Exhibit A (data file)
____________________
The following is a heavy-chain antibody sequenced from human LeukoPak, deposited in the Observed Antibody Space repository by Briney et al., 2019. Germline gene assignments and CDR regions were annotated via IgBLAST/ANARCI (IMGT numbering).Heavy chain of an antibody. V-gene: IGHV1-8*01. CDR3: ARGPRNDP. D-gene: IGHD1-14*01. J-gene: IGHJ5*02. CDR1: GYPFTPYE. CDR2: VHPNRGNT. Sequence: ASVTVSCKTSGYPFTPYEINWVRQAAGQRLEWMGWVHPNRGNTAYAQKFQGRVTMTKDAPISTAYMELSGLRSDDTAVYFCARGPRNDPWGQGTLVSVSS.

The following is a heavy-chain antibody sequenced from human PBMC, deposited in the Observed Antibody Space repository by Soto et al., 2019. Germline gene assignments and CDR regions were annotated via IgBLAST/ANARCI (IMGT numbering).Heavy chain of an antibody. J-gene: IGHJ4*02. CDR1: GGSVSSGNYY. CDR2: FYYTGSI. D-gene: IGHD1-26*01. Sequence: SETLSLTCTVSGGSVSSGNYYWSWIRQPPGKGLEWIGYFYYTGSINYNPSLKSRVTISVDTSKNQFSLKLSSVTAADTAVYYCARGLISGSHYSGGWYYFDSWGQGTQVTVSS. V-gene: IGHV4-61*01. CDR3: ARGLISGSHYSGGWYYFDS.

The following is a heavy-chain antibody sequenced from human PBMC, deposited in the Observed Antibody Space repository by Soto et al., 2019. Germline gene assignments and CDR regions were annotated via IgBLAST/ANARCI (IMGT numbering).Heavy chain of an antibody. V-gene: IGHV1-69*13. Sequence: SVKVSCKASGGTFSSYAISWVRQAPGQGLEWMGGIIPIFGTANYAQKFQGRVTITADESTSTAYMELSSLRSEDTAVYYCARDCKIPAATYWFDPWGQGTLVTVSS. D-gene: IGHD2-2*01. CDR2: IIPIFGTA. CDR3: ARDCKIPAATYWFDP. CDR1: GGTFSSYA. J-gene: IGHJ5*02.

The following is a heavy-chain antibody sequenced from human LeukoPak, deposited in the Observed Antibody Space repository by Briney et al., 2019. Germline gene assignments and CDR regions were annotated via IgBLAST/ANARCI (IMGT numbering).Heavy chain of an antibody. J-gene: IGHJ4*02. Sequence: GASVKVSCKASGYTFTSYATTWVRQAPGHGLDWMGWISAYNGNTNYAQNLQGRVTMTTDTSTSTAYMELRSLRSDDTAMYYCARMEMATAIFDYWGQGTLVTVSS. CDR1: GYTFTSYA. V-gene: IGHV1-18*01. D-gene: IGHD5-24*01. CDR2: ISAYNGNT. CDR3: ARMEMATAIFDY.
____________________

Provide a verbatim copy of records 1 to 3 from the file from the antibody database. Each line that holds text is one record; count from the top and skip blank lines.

The following is a heavy-chain antibody sequenced from human LeukoPak, deposited in the Observed Antibody Space repository by Briney et al., 2019. Germline gene assignments and CDR regions were annotated via IgBLAST/ANARCI (IMGT numbering).Heavy chain of an antibody. V-gene: IGHV1-8*01. CDR3: ARGPRNDP. D-gene: IGHD1-14*01. J-gene: IGHJ5*02. CDR1: GYPFTPYE. CDR2: VHPNRGNT. Sequence: ASVTVSCKTSGYPFTPYEINWVRQAAGQRLEWMGWVHPNRGNTAYAQKFQGRVTMTKDAPISTAYMELSGLRSDDTAVYFCARGPRNDPWGQGTLVSVSS.

The following is a heavy-chain antibody sequenced from human PBMC, deposited in the Observed Antibody Space repository by Soto et al., 2019. Germline gene assignments and CDR regions were annotated via IgBLAST/ANARCI (IMGT numbering).Heavy chain of an antibody. J-gene: IGHJ4*02. CDR1: GGSVSSGNYY. CDR2: FYYTGSI. D-gene: IGHD1-26*01. Sequence: SETLSLTCTVSGGSVSSGNYYWSWIRQPPGKGLEWIGYFYYTGSINYNPSLKSRVTISVDTSKNQFSLKLSSVTAADTAVYYCARGLISGSHYSGGWYYFDSWGQGTQVTVSS. V-gene: IGHV4-61*01. CDR3: ARGLISGSHYSGGWYYFDS.

The following is a heavy-chain antibody sequenced from human PBMC, deposited in the Observed Antibody Space repository by Soto et al., 2019. Germline gene assignments and CDR regions were annotated via IgBLAST/ANARCI (IMGT numbering).Heavy chain of an antibody. V-gene: IGHV1-69*13. Sequence: SVKVSCKASGGTFSSYAISWVRQAPGQGLEWMGGIIPIFGTANYAQKFQGRVTITADESTSTAYMELSSLRSEDTAVYYCARDCKIPAATYWFDPWGQGTLVTVSS. D-gene: IGHD2-2*01. CDR2: IIPIFGTA. CDR3: ARDCKIPAATYWFDP. CDR1: GGTFSSYA. J-gene: IGHJ5*02.